Case", The Recorder, Jul.
23). (DURABLE LINK)
July 24 -- Update:
"Harassment by kids gets ex-teacher 50G" Following up
on a story from last month: the city of New York has agreed to pay $50,000
to settle a lawsuit by a former Queens teacher who says his students had
harassed him by way of derogatory comments about his immigrant status (from
Sri Lanka), accent and ethnicity. "Legal experts said the suit was
the first of its kind in which a teacher successfully brought a civil rights
action alleging that students had created a 'hostile work environment.'"
The other noteworthy feature of the dispute (see Jun.
26) is the defense the city put forth, namely that it was powerless
to discipline the students, who had special
education (disabled) status, for insulting the teacher "because students
with that classification have already been identified as having behavioral
problems, and the verbal misconduct might be considered a manifestation
of their disability," as a city lawyer put it (John Marzulli, "Harassment
by kids gets teacher 50K", New York Daily News, Jul.
22). (DURABLE LINK)
July 23 -- Welcome
Factor viewers. Our editor was a guest on the top-rated
TV talk show this evening, interviewed one-on-one by host Bill O'Reilly
on the subject of parents threatening to sue teachers over their kids'
bad grades. We mentioned the recent
Arizona case and an earlier Ohio case
that we understand has been dismissed by the court; and here's our theme
page on overlawyered schools. (DURABLE
July 22-23 -- Politicos'
"stagey" outrage at balance-sheet sins. "John Walker
Lindh got 20 years this week for joining a terrorist network at war with
his country. Lucky for him he didn't try something really bad, like
capitalizing an expense item. ... President Bush, who spent 56 years on
this earth without revealing the slightest passion for corporate reform,
now says life will be intolerable if he doesn't have a bill to sign within
a couple of weeks. And he has sent signals that he doesn't give much of
a hoot what is in it." (Michael Kinsley, "Stock Option Cure-All", Washington
Jul. 19). "Even now, the mob waving pitchforks and torches finds
the details of accounting, compensation and corporate governance too tedious
to take seriously. But 'reforms' that ignore the role of incentives and
competition will turn out to be monsters themselves." (Virginia Postrel,
"Business 'Reforms' Should Not Ignore Incentives and Competition", New
York Times, Jul.
18 (reg)). (DURABLE LINK)
July 22-23 -- Nightmare
under the palms. You retire to a Florida condo, and imagine
that the hassles of life are over -- that is, until you discover that a
couple of your neighbors have turned asserting their legal rights into
an art form. (Joe Kollin, "Sunrise condo residents get socked with
bill because neighbors won't pay", South Florida Sun-Sentinel, Jul.
19). (DURABLE LINK)
July 22-23 -- Disabled
testing: hence, loathèd asterisk. In a settlement
with a disabled-rights litigation group, the College Board has agreed to
stop flagging the test scores of students who got extra time or other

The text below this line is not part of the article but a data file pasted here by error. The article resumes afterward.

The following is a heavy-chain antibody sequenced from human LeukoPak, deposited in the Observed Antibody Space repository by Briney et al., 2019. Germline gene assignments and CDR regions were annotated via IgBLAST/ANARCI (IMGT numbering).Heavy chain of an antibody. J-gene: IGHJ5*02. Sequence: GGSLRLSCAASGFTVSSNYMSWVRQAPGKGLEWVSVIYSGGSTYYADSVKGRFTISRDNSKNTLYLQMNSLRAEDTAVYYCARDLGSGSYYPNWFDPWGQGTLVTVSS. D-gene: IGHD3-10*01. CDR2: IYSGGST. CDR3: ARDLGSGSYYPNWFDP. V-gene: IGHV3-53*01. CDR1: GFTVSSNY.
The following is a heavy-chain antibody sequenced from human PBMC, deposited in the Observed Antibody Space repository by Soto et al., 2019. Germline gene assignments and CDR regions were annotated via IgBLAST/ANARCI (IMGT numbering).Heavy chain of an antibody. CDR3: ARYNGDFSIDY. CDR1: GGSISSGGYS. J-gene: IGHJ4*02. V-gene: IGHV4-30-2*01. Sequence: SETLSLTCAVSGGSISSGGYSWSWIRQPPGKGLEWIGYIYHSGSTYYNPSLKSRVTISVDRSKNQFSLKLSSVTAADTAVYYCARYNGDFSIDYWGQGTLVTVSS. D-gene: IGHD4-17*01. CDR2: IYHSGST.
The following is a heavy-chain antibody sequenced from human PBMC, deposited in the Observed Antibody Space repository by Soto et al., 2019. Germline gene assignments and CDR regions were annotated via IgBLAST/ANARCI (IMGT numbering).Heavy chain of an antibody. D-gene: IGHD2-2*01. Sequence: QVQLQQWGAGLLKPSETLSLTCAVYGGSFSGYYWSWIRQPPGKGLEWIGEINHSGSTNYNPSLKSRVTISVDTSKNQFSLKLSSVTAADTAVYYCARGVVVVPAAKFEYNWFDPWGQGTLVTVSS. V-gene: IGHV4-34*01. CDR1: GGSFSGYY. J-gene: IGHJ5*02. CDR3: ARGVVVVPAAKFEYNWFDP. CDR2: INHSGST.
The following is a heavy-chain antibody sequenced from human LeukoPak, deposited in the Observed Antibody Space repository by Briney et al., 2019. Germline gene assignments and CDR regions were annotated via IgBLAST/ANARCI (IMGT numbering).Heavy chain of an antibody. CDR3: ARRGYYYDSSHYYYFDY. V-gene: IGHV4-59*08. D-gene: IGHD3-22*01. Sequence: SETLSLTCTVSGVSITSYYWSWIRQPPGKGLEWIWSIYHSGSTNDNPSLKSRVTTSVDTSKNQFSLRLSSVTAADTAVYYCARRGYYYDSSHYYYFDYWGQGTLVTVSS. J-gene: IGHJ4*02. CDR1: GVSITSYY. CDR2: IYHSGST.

accommodations in taking its college admissions test. The effect
will be to allow applicants to conceal from colleges whether they "took
the test under normal conditions, or used a computer, worked in a separate
quiet room, and had four and a half hours for the three-hour test. ...
High school guidance counselors said the elimination of flagging could
set off a wave of new applications for accommodations, including some from
students without real disabilities. ... most of those who are accommodated
have attention deficit problems or learning disabilities like dyslexia,
a reading disorder." "It's very clear who's been getting extended-time:
the highest-income communities have the highest rates of accommodations,"
said Bruce Poch, the dean of admissions at Pomona College in Claremont,
Calif. "I think what's going to have to happen now is that
everyone will, in effect, get more time." (Tamar Lewin, "Abuse Is
Feared as SAT Test Changes Disability Policy", New York Times, Jul.
15 (reg)). Among commenters: Kimberly Swygert at No. 2 Pencil
and 17) and Joanne Jacobs
(Jul. 15 and Jul. 17). We covered the controversy back in February
1999, May 10, 2000 and Feb.
9-11, 2001. (DURABLE
July 22-23 -- Last-minute
friends in Texas politics. "In 1998 [John] Sharp narrowly
lost the lieutenant governor's race to Republican Mr. Perry, who later
became governor when George W. Bush became president." Sharp drew
about 15 percent of his financial backing from trial lawyers in that race,
which actually probably isn't all that high a percentage for a Lone Star
Democrat. What was interesting was the timing: "A review by The News
of finance reports in that matchup indicates that nearly half Mr. Sharp's
trial lawyer support came in the final eight days of the campaign and was
not reported until after the race. For example, a few days before
the election, Mr. Sharp collected $250,000 from Houston trial lawyer John
Eddie Williams and $150,000 apiece from lawyers Walter Umphrey of Beaumont
and Harold Nix of Daingerfield. And he got $15,000 from Michael Gallagher
of Houston." Reports of trial lawyer backing can damage a candidate
in Texas campaigns, but when the lawyers donate at the last minute the
voters may be none the wiser as they troop to the polls (Wayne Slater,
"Trial lawyers' cash at issue", Dallas Morning News, Jul. 13).